To investigate unmet needs for medical examination due to the waiting list, we must divide the population into quintiles. As shown in Chart 2, large waiting lists affect the poorest social strata (ie those in the top 10) compared to the richest strata (ie those in the top 5) because they do not have the option of private coverage of health costs.
At this point, it would be useful to refer to the difference between the waiting time and the waiting list. Although, waiting times and waiting lists are similar concepts, the difference is that while the waiting list predicts that patients will be treated at some point, the waiting time is determined by the amount of time required to treat all patients on the waiting list, through current and future therapies. For example, waiting lists in England steadily increasing since the 1950s, on the contrary, waiting times were quite stable for long periods. From the patients’ point of view, what matters is the waiting time, not the length of the list.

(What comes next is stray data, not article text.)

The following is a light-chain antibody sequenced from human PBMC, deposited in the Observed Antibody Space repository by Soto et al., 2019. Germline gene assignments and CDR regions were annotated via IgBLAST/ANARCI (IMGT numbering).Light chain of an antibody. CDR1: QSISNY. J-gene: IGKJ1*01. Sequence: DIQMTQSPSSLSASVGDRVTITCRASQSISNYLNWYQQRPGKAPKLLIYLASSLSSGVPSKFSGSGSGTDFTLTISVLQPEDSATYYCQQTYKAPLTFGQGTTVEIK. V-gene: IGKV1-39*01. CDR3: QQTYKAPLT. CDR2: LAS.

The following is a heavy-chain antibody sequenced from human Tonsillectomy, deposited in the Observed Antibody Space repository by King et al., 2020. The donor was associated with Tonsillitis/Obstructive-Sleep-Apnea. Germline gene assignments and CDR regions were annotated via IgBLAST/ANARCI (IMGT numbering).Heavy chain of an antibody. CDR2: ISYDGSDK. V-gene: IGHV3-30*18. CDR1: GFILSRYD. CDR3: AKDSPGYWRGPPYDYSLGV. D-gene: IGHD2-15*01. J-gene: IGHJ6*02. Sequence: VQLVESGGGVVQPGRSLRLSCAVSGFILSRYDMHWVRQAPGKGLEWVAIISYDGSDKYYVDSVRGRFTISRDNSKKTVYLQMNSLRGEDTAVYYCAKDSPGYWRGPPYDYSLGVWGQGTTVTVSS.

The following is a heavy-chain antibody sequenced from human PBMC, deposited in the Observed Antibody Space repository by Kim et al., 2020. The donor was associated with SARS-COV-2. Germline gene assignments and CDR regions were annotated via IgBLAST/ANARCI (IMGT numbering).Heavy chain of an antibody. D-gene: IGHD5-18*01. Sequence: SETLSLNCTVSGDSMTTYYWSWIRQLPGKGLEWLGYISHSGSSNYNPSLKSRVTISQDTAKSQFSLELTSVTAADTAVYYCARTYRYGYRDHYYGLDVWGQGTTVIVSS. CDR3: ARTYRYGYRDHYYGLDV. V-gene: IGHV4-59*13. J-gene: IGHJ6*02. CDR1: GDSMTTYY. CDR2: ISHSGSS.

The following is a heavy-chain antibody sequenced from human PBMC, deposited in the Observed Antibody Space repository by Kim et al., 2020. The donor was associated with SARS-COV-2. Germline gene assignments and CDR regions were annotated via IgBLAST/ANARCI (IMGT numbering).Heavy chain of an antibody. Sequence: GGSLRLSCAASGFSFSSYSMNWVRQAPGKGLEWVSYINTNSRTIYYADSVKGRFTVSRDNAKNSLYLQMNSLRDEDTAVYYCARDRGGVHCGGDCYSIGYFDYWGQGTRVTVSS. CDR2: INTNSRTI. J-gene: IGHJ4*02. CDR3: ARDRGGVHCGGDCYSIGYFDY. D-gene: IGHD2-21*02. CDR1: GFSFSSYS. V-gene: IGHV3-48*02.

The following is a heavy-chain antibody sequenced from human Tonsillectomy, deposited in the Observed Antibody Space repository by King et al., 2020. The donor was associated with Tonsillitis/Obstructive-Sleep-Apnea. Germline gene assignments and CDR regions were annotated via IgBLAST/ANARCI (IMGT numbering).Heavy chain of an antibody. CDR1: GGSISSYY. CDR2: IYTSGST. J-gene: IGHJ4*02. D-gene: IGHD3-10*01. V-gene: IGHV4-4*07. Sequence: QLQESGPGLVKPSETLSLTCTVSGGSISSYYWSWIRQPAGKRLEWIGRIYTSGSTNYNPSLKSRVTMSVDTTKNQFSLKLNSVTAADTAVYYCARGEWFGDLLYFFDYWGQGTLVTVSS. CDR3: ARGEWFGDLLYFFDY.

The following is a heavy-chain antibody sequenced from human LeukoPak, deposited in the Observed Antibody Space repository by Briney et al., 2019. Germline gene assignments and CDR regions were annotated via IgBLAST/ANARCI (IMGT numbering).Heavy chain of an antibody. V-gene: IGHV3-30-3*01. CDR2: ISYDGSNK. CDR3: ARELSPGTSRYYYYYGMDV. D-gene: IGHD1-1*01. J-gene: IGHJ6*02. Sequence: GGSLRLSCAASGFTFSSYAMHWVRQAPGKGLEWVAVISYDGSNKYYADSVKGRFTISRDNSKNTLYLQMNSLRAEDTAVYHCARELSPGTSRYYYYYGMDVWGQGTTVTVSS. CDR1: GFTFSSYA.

Waiting times are an important health policy issue in many OECD countries. Policymakers around the world face significant challenges in reducing waiting times. However, the available data on comparative waiting times are very limited. Only 15 of the 23 countries monitor and publish national waiting time statistics (Sweden, Denmark, Finland, Norway, England, Scotland, Wales, Northern Ireland, Ireland, Portugal, Spain, Netherlands, Canada, New Zealand). The countries without national statistics on waiting times are Austria, Belgium, France, Germany, Greece, Italy, and Luxembourg. Some countries that do not have national control still measure waiting periods at the regional level, such as in Italy.